Khmer (Cambodian) Food (Siem Reap)
I just got back from Cambodia yesterday and I should do a long post after my last post two years ago! I was basically too busy with work and life.
Cambodia was really hot and humid, 99% of its people depend on tourists to survive. Tuk-tuks are everywhere waiting for that fateful someone to get on and eateries are everywhere too. Hygiene may pose a problem but as long as you use your experienced judgement, you shouldn’t get any upset tummy. Food are also priced very reasonably from USD1 (low-end) to USD14 (high-end).
We stayed in The Villa, Siem Reap, situated within walking distance to the Night Market, Central Market, Pub Street and to many of eateries all around. TripAdvisor’s Genevieve Restaurant, Haven Training Restaurant and Bugs Cafe are all nearby. If you are bored of Khmer food, there is KFC and Sarpino’s Pizza. It is a very convenient and comfortable budget place to stay in!
The most common food you will see on menus are Lok Lak, fried MaMa noodles, Amok, Khmer curry and ginger chicken. Cambodians use fish sauce as a main seasoning that makes every dish delicious. We had our first meal at a place near our hotel called Lilypop Restaurant.
Beef is both marinated and stir-fried in fragrant peppery sauces that is very appeitizing.
This stir-fried mee looked so plain but once you get started on it, you simply can’t stop! The noodles were surprisingly springy and full of flavour! It is a fusion of pepper, fish sauce and chilli sauce! I finished the whole plate and I must mention that this plate of mee cost only USD1.50!
On one of the evenings, we had our dinner at this well-acclaimed The Sugar Palm restaurant. Nice ambience but food was over-rated.
This ginger fish was taken at Fusion Kitchen (part of Soria Moria Boutique Hotel) along Wat Bo Road. We were there on a Thursday and happened to be “Oh My Buddha” day. So every food item was on 50% discount and drinks were one for one. I really liked the ginger and fish. It was much better than the ginger with chicken I ate at Sugar Palm.
Address: Soria Moria Boutique Hotel, Wat Bo Road, Salakamrouk, Siem Reap, Cambodia
Fried, baked or charcoal-grilled chicken are also common on the menu. The chicken meat is tougher because they are reared locally and chickens run around the residents’ houses. You will find that the chickens have little fats. We really prefer this texture and the meat is more flavourful too. The chickens are usually marinated with lemongrass and ginger.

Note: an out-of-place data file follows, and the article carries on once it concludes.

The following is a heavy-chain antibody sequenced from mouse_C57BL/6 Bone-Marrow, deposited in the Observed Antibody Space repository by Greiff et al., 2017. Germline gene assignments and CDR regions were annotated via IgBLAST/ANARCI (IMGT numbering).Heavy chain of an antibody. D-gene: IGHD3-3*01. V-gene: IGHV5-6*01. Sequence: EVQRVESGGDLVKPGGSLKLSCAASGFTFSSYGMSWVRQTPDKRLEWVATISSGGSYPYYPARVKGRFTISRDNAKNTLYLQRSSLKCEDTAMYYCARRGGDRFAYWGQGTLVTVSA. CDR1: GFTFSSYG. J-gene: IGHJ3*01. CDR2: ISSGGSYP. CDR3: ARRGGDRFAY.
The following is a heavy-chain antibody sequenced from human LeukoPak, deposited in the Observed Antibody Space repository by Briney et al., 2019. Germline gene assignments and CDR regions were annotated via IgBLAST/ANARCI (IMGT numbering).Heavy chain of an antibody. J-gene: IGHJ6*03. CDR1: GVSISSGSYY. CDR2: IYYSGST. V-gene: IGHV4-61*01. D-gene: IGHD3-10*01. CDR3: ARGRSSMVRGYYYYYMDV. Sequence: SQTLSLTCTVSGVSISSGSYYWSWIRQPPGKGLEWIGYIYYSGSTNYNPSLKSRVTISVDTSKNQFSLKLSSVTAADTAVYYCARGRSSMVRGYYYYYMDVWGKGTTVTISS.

Before I arrived in Cambodia, my friend has been telling me to eat tarantulas!! We chanced upon Bugs Cafe outside our hotel. Wanting to fused culturally, we stepped in and ordered the Mixed Insects (tarantula, scorpion, giant waterbug, crickets and silkworms wok-fried in chilli). OMG, it was an experience of my lifetime! And ONCE is ENOUGH!
On our way taking the tuk-tuk 70 km out of Siem Reap, we saw many villagers selling bamboo sticky rice. So Daddy bought one and tried. It is made of glutinous rice, red bean, coconut and some sugar, cooked over heat for 20 minutes.
TripAdvisor recommended this Genevieve’s Restaurant, quoting it has the best fish amok and many other Khmer dishes at a very affordable price. We went there two days in a row!
Address: Sok San Street, Siem Reap, Siem Reap 3058, Cambodia
We suggested the chef to make it much more spicy for us, as their original is said to be sweet. It turned out spicy enough for us and the tom yum tasted very authentic! A pity there was too little soup for the three of us to share.
Their freshwater fish – Red Fish, deep-fried and drenched on with sweet and sour sauce. The fish was very very meaty and well fried. A little muddy taste for those who are sensitive to it, otherwise, very delicious.
Every cube in that banana leaf wrap is fish. Not too sweet and not too coconut-ty. The fish had a good texture. What amazed me was the flavourful vegetables at the side.
Tenderloin beef was used in this beef dish cooked to the level of your choice. We had them medium and it turned out perfect. Garlic was the main garnishing and the side sauce was a mixture of black pepper, fish sauce and lime (I think). It was very appetizing.
The Khmer Fish Curry was also very good, not too spicy and with a little bit of sweetness.
Picture taken from Central Market showing where the locals eat. There wasn’t any foul smell from the wet market or smelly fumes from the cooking surprisingly. But we still did not want to put our stomachs to risk here.
We also saw crickets and grasshoppers being sold in markets. Do you dare to eat them?
We also bought some Jasmine Rice home. It was really cheap. USD0.80 for 1 kg.
That almost summed up all the food we have tried in our six days of stay in Siem Reap. Goodbye Siem Reap, and to all the dust and heat too.